The Kitchen’s Vice President Deeny Kaplan, left, and President and CEO Ken Lorber goof around at the language-dubbing company’s Miami offices in Edgewater.

The Kitchen’s Vice President Deeny Kaplan, left, and President and CEO Ken Lorber goof around at the language-dubbing company’s Miami offices in Edgewater.

Special to the Miami Herald

04/12/2015 10:42 PM

In Edgewater, one company is mixing all the right ingredients of local talent and global technology to carve out a space for itself in the booming business of international dubbing.

“There was a time that if you were successful domestically, you didn’t need the rest of the world. And now the profits come from the rest of the world,” said The Kitchen CEO and president Ken Lorber. “Once you’ve produced that $5 million episode, the incremental cost of dubbing it into 40 languages is a fraction of what the production cost was.”

Out of The Kitchen’s 14 studios (there will be 18 by mid-May), a little over 100 hours of programming a week is reimagined for new audiences. Its core business is telenovelas, but The Kitchen also does documentaries, feature films, American television, kid’s programming, and even live dubs of special events.

It has scooped up contracts for big-name American television shows like Showtime’s Weeds, Californication, and Nurse Jackie, and Comedy Central’s South Park. One of Nickelodeon’s longest-running shows, The Fairly OddParents, was dubbed at The Kitchen, and the company will lend its voices to bring Russia’s popular Masha and the Bear to Spanish, English, and Portuguese language audiences in America and abroad.

Artistic Director for Portuguese Rafael Paiva (at left) works with actress Danny Lima at The Kitchen in Miami.

Artistic Director for Portuguese Rafael Paiva (at left) works with actress Danny Lima at The Kitchen in Miami.

The Kitchen began in 1999, when Venezuelan media conglomerate Cisneros Television asked Lorber to establish a broadcast and dubbing center for them in Miami. He got to work — and quickly realized that despite being in high demand in a 21st century marketplace, dubbing wasn’t really equipped with 21st century tools.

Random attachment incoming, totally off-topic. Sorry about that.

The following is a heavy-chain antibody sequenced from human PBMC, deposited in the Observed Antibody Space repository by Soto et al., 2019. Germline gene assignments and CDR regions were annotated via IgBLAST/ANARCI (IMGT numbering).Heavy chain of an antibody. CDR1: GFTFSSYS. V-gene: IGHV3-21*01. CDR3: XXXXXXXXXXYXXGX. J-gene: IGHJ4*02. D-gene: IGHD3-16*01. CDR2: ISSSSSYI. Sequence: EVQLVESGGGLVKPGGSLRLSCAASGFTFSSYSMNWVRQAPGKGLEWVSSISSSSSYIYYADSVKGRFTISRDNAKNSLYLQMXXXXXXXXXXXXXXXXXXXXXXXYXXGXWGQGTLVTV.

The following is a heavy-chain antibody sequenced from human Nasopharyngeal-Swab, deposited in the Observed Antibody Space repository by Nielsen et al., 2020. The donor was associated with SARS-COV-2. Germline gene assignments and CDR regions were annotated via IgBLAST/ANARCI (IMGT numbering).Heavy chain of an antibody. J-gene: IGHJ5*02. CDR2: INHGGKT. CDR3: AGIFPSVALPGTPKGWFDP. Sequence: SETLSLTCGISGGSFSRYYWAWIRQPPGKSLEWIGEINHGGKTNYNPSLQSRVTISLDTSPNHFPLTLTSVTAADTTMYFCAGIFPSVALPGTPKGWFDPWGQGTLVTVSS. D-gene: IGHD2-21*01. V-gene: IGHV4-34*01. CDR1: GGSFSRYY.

“When I was writing the business plan for The Kitchen, I was kind of horrified to see that there was really no technology that handled the production of dubbing the way that Avid and Final Cut Pro was handling video production,” Lorber said.

Lorber found his solution in Caracas, where a man named Carlos Contreras had developed a software consolidating the once-decentralized — and partly analog — processes of translating, dubbing and subtitling.

Senior audio mixer Paulo Carvalho working in the mixing room at The Kitchen in Miami.

Senior audio mixer Paulo Carvalho working in the mixing room at The Kitchen in Miami.

Lorber bought the software on the spot, and when he left his parent company in 2005 — the operation had since changed hands to Argentina-based Claxson Interactive — he made sure to take it with him.

At the time an industry first — it even picked up an Emmy for engineering achievement — The Kitchen’s TM Software practically halved the time and cost of translating and dubbing. Because the system was fully digitized, those who licensed the software no longer had to ship VCR tapes across oceans to translators. And time-link codes for each line of dialogue made it much easier to re-translate video into several different languages.

“The importance of the template … is that if you have an opening line that says ‘Good morning, it’s a nice day.’ The time code in and the time code out of that line is edged. It will never be any different in any language that you do it in,” Lorber said.

The software also does one deceptively simple thing that makes the work of voice acting much more intuitive: It puts the lines of dialogue on the same screen as a video of the action.

“Our actors are really happy working here because in three hours, they may be able to do 400 lines, and somewhere else, maybe 200 lines without the technology,” The Kitchen’s vice president Deeny Kaplan said.